It is unclear why the phenotype of L-fabp−/− mice fed with cholesterol-supplemented diet described in these studies is diametrically opposite that reported previously, despite the use of apparently similar methodology [19, 21]. It is possible that subtle differences in genetic background, construct generation, or generation number of the mice used for these studies might influence the phenotype, but no clear explanation is yet at hand. The mice used in our study were backcrossed to a C57BL/6 background using a speed congenic approach in which mice containing minimal amounts of non-C57 genomic DNA, particularly surrounding the fabp1 locus, were identified and selected for further breeding. This is of particular importance because different mouse strains display significant differences in cholesterol absorption, due to variations in specific genetic loci [30, 31]. Genes within 5 cM on either side of the FABP1 locus on chromosome 6 include Abcg2, neuropeptide Y, and aquaporin 1, as well as QTLs associated with differences in body weight (obq13, bw18, bwq2) and epididymal fat weight (efw) [3235].

One of the most striking findings of this study was that L-fabp−/− mice fed with a high PUFA diet exhibit similar average weekly weight gain and hepatic steatosis as PUFA-fed C57BL/6 mice (Fig. 1, [21]). Moreover, the weekly weight gain of PUFA-fed L-fabp−/− mice was not significantly different from C57BL/6 mice fed with the SF or Western diet, indicating that L-fabp−/− mice are, in fact, susceptible to diet-induced obesity when fed with certain fatty acids. Based on the high binding affinity of L-FABP for long chain, polyunsaturated FA [7, 8], these findings are somewhat surprising. It is possible, however, that differences in susceptibility of L-fabp−/− mice to PUFA versus SF diet-induced weight gain may reflect fundamental differences in the mechanism of intestinal hydrolysis, absorption, and re-esterification of PUFA compared to SFA, rather than the relative affinity of each fatty acid for L-FABP in vitro. For example, compared to oleic acid, a higher percentage of dietary linoleic acid (18:2) is incorporated into phospholipid secreted from enterocytes, with decreased incorporation into TG [25]. Along these lines, it should be emphasized that the fatty acids in the PUFA and SF diets differ not only in their degree of saturation but also in their chain length with the SF diet containing primarily medium chain (C12) fatty acids (Table 1). Accordingly, it might be informative in future studies to examine the role of L-FABP in the absorption of dietary FAs of similar chain length but with different degrees of saturation. In addition, our observations point to a subtle defect in cholesterol absorption in chow-fed L-fabp−/− mice. This observation raises the question of whether decreased cholesterol absorption in chow-fed L-fabp−/− mice reflects altered expression of cholesterol transporters in the intestinal mucosa of these mice. This and other issues regarding the kinetics of lipid delivery and trafficking will be the focus of future reports.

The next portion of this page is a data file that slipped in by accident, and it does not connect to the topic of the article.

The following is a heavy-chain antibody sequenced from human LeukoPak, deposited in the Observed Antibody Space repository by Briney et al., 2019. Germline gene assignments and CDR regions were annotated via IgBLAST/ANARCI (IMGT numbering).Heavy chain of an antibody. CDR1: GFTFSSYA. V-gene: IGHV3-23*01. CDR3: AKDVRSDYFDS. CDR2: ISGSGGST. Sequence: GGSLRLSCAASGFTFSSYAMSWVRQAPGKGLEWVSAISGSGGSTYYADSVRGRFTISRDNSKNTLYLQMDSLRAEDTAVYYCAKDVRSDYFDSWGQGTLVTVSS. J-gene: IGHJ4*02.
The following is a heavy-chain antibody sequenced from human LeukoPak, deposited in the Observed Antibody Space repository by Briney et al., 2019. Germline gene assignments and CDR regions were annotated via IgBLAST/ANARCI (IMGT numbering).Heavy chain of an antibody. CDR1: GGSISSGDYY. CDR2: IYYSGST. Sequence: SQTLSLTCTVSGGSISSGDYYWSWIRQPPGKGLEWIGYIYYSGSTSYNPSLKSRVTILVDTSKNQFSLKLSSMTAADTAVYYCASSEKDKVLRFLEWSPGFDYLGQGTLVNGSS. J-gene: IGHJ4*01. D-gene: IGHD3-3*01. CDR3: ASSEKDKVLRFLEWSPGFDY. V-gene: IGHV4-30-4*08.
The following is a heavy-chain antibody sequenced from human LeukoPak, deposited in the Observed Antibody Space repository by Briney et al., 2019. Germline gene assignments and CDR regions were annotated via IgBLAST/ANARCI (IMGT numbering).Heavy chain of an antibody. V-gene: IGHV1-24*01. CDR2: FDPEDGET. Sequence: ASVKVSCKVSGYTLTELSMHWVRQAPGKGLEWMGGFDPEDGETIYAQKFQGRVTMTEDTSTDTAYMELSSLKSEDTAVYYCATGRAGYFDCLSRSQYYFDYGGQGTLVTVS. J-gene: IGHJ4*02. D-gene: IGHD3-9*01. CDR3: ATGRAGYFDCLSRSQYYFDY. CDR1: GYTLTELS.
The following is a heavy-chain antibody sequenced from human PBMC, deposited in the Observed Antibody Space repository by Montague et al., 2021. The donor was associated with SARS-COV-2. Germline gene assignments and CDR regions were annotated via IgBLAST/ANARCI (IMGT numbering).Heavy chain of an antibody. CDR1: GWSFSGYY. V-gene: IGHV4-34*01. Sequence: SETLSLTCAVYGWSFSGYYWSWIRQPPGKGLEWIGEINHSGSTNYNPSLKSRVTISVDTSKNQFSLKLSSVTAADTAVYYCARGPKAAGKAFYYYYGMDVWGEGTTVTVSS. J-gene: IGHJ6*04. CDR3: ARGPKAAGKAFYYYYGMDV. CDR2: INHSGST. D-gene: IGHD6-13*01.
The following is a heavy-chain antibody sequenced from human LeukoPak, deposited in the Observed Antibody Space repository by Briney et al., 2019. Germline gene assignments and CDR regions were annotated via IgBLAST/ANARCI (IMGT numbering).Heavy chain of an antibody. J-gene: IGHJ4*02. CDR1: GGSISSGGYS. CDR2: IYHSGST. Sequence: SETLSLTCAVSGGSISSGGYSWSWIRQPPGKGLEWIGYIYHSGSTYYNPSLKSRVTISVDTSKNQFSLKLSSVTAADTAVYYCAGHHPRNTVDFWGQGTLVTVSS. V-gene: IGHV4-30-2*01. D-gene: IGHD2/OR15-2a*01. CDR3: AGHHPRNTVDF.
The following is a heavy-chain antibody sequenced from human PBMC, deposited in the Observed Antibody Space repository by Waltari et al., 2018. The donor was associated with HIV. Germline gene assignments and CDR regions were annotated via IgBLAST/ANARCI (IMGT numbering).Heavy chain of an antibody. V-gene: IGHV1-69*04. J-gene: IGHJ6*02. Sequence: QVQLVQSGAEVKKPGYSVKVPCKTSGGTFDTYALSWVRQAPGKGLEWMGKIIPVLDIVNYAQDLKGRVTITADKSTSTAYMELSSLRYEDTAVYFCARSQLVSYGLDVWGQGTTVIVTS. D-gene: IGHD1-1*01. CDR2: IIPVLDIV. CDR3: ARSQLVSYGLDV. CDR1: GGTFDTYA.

Acknowledgments

This work was supported by grants from the NIH to NOD (HL-38180, DK-56260, and DK-52574, particularly the Genomics and Microarray Core). The authors acknowledge Trey Coleman and the Clinical Nutrition Research Unit for assistance with the energy consumption studies (NIDDK P30 DK-56341). The authors acknowledge the Diabetes Research Training Center Immunoassay Core for help with serum analysis (P60 DK-020579-30). The authors are grateful to Valerie Blanc, Kim Delaney, Britni Sternard, and Susie Stanley for useful discussions throughout the course of these studies.

Contributor Information

Elizabeth P. Newberry, Division of Gastroenterology, Department of Medicine, Washington University School of Medicine, St. Louis, MO 63110, USA.

Susan M. Kennedy, Division of Gastroenterology, Department of Medicine, Washington University School of Medicine, St. Louis, MO 63110, USA.

Yan Xie, Division of Gastroenterology, Department of Medicine, Washington University School of Medicine, St. Louis, MO 63110, USA.

Jianyang Luo, Division of Gastroenterology, Department of Medicine, Washington University School of Medicine, St. Louis, MO 63110, USA.

Nicholas O. Davidson, Division of Gastroenterology, Department of Medicine, Washington University School of Medicine, St. Louis, MO 63110, USA. Department of Medicine, Washington University School of Medicine, St. Louis, MO 63110, USA.